12.8 Test Statistics that Do Not Reject the Null
12.9 Conclusion
13 The Classical Hypothesis Tests
13.1 Introduction
13.2 The Geometry of the Classical Test Statistics
13.3 Asymptotic Equivalence of the Classical Tests
13.4 Classical Tests and Linear Regression Models
13.5 Alternative Covariance Matrix Estimators
13.6 Classical Test Statistics
13.7 The OuterProductoftheGradient Regression
13.8 Further Reading and Conclusion
14 Transforming the Dependent Variable
14.1 Introduction
14.2 The BoxCox Transformation
14.3 The Role of Jacobian Terms in ML Estimation
14.4 DoubleLength Artificial Regressions
14.5 The DLR and Models Involving Transformations
14.6 Testing Linear and Loglinear Regression Models
14.7 Other Transformations
14.8 Conclusion
15 Qualitative and Limited Dependent Variables
15.1 Introduction
15.2 Binary Response Models
15.3 Estimation of Binary Response Models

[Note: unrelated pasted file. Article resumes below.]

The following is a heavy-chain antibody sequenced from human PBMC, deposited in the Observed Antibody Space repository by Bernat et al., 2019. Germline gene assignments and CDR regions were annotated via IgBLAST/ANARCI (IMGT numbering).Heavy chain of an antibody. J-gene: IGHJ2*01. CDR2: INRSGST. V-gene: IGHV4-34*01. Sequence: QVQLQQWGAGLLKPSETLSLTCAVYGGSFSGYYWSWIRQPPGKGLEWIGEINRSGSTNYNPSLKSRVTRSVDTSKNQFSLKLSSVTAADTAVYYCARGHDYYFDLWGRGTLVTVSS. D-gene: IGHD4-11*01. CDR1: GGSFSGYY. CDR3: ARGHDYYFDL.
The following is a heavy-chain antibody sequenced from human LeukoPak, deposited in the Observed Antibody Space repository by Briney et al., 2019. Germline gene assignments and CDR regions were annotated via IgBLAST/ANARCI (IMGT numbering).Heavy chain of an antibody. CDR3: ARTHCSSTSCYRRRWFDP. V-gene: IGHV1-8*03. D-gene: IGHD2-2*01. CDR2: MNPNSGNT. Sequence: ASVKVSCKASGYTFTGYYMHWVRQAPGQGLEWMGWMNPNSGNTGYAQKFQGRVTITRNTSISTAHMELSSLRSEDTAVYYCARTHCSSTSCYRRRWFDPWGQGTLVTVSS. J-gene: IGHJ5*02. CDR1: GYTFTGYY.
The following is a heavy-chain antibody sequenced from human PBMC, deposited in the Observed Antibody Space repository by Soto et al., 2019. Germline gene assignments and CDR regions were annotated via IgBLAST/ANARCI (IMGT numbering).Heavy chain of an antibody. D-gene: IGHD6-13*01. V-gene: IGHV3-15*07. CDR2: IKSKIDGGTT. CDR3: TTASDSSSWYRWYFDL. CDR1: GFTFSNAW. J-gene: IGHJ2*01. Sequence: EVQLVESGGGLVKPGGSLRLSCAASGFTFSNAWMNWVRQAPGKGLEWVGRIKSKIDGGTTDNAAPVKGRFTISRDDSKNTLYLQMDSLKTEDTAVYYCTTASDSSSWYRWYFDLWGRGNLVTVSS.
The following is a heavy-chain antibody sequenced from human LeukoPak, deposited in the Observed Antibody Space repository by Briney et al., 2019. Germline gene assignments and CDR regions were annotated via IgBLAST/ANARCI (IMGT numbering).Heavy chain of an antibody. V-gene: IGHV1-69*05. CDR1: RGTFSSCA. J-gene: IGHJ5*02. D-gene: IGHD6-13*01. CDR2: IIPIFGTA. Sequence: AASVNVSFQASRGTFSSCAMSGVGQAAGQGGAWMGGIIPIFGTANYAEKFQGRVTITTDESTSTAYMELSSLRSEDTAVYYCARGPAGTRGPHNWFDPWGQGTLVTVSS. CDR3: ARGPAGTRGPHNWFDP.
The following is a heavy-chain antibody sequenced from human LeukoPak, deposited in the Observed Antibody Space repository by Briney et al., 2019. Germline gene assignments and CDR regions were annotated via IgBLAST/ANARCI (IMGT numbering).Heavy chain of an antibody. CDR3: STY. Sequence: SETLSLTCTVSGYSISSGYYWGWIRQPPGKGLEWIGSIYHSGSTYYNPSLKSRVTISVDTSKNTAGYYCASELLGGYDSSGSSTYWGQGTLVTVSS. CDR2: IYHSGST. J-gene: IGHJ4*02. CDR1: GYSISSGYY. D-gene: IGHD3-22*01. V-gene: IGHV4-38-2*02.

15.4 An Artificial Regression
15.5 Models for More than Two Discrete Responses
15.6 Models for Truncated Data
15.7 Models for Censored Data
15.8 Sample Selectivity
15.9 Conclusion
16 Heteroskedasticity and Related Topics
16.1 Introduction
16.2 Least Squares and Heteroskedasticity
16.3 Covariance Matrix Estimation
16.4 Autoregressive Conditional Heteroskedasticity
16.5 Testing for Heteroskedasticity
16.6 Skedastic Directions and Regression Directions
16.7 Tests for Skewness and Excess Kurtosis
16.8 Conditional Moment Tests
16.9 Information Matrix Tests
16.10 Conclusion
17 The Generalized Method of Moments
17.1 Introduction and Definitions
17.2 Criterion Functions and MEstimators
17.3 Efficient GMM Estimators
17.4 Estimation with Conditional Moments
17.5 Covariance Matrix Estimation